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WORLD WAR 2


Short S25 Sunderland


Long-Range Maritime / Reconnaissance Flying Boat


The British Short Sunderland became one the finest flying boat aircraft to serve in World War 2.
Authored By: Staff Writer | Edited: 6/7/2018
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Specifications


Year: 1938
Status: Retired, Out-of-Service
Manufacturer(s): Short Brothers - UK
Production: 749
Capabilities: Navy/Maritime; Reconnaissance (RECCE);
Crew: 9 to 11
Length: 85.30 ft (26 m)
Width: 112.73 ft (34.36 m)
Height: 34.51 ft (10.52 m)
Weight (Empty): 36,901 lb (16,738 kg)
Weight (MTOW): 60,001 lb (27,216 kg)
Power: 4 x Pratt & Whitney R-1830-90 Twin Wasp 14-cylinder air-cooled radial engines developing 1,200 horsepower each.
Speed: 217 mph (349 kph; 188 kts)
Ceiling: 17,864 feet (5,445 m; 3.38 miles)
Range: 2,961 miles (4,765 km; 2,573 nm)
Rate-of-Climb: 750 ft/min (229 m/min)
Operators: Argentina (commercial); Australia; Canada; France; New Zealand; Norway; Portugal; South Africa; United Kingdom; Uruguay (commercial)
The Short Sunderland was the premiere flying boat of British military aviators during World War 2 (1939-1945). Oft-regarded as one of the best flying boats of the conflict, the Sunderland played up to some inherent design strengths including a potent defensive armament scheme and excellent operational range. Both of these qualities played a large part in countering the lethal presence of marauding German U-boat attack submarines through infested waters in and around Allied interests. It was through these head-on engagements with the enemy that the Sunderland series would become famous for.

Designed from the airliner transport Short C-class "Empire" model, the Short Sunderland became the militarized version of the same flying boat. Fitted with four engines the aircraft became an integral part of Search and Rescue (SAR) missions, maritime patrol and anti-submarine warfare throughout the course of the war. Crew accommodations amounted to 10 personnel including pilots and machine gunners as well as systems and missions specialists as needed.

Standard armament consisted of 2 x bow-mounted 7.7mm fixed, forward-firing machine guns, 2 x machines in a bow turret, 2 x 7.7mm machine guns in a dorsal turret and 4 x 7.7mm machine guns in a rear tail turret. This defensive array allowed the Sunderland to repel enemy fighters when she herself was attacked and she proved quite the capable aircraft for such work. Her network of machine guns earned her the nickname of "Porcupine" from German pilots. However, it was in her ordnance-carrying capacity that the Sunderland would truly shine. She could be outfitted with naval mines, depth charges and conventional drop bombs - enemy submarines being her primary targets. The aircraft series was so feared by German U-boat crews, in fact, that they worked hard to avoid direct entanglements with Sunderlands whenever possible.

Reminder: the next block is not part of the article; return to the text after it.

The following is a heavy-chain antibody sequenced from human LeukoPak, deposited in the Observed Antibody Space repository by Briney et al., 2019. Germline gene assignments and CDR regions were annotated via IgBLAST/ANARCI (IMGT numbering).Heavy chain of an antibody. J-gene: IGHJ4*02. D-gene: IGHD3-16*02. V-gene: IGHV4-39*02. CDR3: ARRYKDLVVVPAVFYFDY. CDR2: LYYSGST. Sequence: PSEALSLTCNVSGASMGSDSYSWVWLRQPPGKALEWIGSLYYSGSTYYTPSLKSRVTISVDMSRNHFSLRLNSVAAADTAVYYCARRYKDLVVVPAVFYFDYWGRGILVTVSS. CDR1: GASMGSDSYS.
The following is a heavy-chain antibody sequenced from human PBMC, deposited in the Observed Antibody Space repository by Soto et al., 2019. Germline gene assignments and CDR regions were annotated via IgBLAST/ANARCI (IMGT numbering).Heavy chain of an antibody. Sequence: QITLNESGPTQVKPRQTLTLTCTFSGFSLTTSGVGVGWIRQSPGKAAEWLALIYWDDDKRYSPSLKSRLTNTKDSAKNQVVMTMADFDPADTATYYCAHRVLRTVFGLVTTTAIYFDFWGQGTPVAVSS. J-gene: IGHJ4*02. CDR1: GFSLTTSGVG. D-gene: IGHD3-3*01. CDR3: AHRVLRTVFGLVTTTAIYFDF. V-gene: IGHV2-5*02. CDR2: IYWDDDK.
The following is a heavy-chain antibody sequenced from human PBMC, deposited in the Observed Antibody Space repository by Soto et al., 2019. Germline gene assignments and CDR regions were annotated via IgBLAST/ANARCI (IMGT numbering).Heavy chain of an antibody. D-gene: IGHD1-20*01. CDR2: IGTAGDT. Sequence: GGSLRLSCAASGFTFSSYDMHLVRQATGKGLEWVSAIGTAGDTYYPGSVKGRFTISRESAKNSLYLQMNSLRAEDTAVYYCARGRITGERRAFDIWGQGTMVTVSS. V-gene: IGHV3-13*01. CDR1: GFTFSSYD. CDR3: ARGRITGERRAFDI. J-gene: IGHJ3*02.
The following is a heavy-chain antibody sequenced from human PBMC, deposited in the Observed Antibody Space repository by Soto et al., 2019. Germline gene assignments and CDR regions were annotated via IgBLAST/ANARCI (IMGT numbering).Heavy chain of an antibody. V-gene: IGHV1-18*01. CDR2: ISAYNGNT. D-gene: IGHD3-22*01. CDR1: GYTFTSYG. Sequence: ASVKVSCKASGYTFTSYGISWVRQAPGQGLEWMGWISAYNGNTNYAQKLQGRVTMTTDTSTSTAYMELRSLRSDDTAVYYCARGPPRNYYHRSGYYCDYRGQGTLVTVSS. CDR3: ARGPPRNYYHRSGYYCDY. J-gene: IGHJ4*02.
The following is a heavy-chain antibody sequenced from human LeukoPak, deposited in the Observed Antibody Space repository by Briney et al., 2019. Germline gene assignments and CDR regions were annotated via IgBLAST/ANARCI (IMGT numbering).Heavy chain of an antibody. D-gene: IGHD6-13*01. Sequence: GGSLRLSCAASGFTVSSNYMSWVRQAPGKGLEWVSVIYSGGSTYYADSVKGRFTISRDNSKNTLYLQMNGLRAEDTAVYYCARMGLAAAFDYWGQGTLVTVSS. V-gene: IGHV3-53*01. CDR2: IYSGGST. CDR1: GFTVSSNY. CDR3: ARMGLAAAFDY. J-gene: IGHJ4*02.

Short Sunderlands gained a mighty reputation for their capabilities - most often remembered for their anti-submarine role - but equally respected for their search and rescue capabilities. In the end, nearly 750 examples were produced in four distinct marks - Mk I, Mk II, Mk IIIA and, the most potent form, the Mk V with its Pratt & Whitney radial piston engines - and each varied in powerplants and radar installed through the course of the war. Operational groups based from England could reach out across Greece and Crete airspace as well as other areas in the operating radius. A multitude of British squadrons fielded this versatile flying boat and most were often seen accompanying advancing Allied convoys at sea - a testament to its effectiveness in large scale operations. Additional operators included Australia, Canada, France, New Zealand, Norway, Portugal and South Africa.






Graphical image of an aircraft medium machine gun
Graphical image of an aircraft heavy machine gun
Graphical image of an aircraft conventional drop bomb munition

Armament



STANDARD:
2 x 7.7mm forward-fixed firing machine guns
2 x 7.7mm machine guns in dorsal turret
2 x 7.7mm machine guns in bow turret
4 x 7.7mm machine guns in tail turret

Some models as many as 16 x 7.7mm machine guns, Some fielded with additional 2 x 12.7mm Browning heavy machine guns as well.

OPTIONAL:
Maximum bombload of 4,960 lb. Ordnance included bombs, depth charges and naval mines.

Variants / Models



• Mk I - Initial Production Variant; 75 examples produced.
• Mk II - Fitted with Pegasus radial engines and ASV.mk II radar system; 55 examples produced; redesigned planing bottom.
• Mk IIIA - Fitted with ASV.Mk III radar; 407 examples produced.
• Mk V - Final Production Variant; fitted with Pratt & Whitney radial piston engines and ASV.Mk VIc radar system; 143 examples produced.
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